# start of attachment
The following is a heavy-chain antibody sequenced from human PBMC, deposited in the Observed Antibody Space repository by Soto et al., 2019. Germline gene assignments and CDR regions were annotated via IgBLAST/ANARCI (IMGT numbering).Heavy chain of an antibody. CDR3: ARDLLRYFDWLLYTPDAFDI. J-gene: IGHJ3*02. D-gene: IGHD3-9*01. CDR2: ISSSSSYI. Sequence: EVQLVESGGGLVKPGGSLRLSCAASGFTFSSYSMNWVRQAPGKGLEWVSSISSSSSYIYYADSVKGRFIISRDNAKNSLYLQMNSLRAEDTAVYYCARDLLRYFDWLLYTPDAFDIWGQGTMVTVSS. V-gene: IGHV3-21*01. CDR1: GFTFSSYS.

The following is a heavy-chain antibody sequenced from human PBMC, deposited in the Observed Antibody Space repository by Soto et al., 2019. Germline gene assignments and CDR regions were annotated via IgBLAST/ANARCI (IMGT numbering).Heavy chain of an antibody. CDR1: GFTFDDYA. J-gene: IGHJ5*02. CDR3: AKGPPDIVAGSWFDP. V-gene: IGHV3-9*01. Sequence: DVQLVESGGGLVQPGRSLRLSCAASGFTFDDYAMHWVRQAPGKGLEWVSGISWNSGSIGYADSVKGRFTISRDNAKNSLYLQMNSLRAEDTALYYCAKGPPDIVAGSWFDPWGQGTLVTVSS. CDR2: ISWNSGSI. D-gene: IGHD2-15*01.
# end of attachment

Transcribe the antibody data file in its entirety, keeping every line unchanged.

The following is a heavy-chain antibody sequenced from human PBMC, deposited in the Observed Antibody Space repository by Soto et al., 2019. Germline gene assignments and CDR regions were annotated via IgBLAST/ANARCI (IMGT numbering).Heavy chain of an antibody. CDR3: ARDLLRYFDWLLYTPDAFDI. J-gene: IGHJ3*02. D-gene: IGHD3-9*01. CDR2: ISSSSSYI. Sequence: EVQLVESGGGLVKPGGSLRLSCAASGFTFSSYSMNWVRQAPGKGLEWVSSISSSSSYIYYADSVKGRFIISRDNAKNSLYLQMNSLRAEDTAVYYCARDLLRYFDWLLYTPDAFDIWGQGTMVTVSS. V-gene: IGHV3-21*01. CDR1: GFTFSSYS.

The following is a heavy-chain antibody sequenced from human PBMC, deposited in the Observed Antibody Space repository by Soto et al., 2019. Germline gene assignments and CDR regions were annotated via IgBLAST/ANARCI (IMGT numbering).Heavy chain of an antibody. CDR1: GFTFDDYA. J-gene: IGHJ5*02. CDR3: AKGPPDIVAGSWFDP. V-gene: IGHV3-9*01. Sequence: DVQLVESGGGLVQPGRSLRLSCAASGFTFDDYAMHWVRQAPGKGLEWVSGISWNSGSIGYADSVKGRFTISRDNAKNSLYLQMNSLRAEDTALYYCAKGPPDIVAGSWFDPWGQGTLVTVSS. CDR2: ISWNSGSI. D-gene: IGHD2-15*01.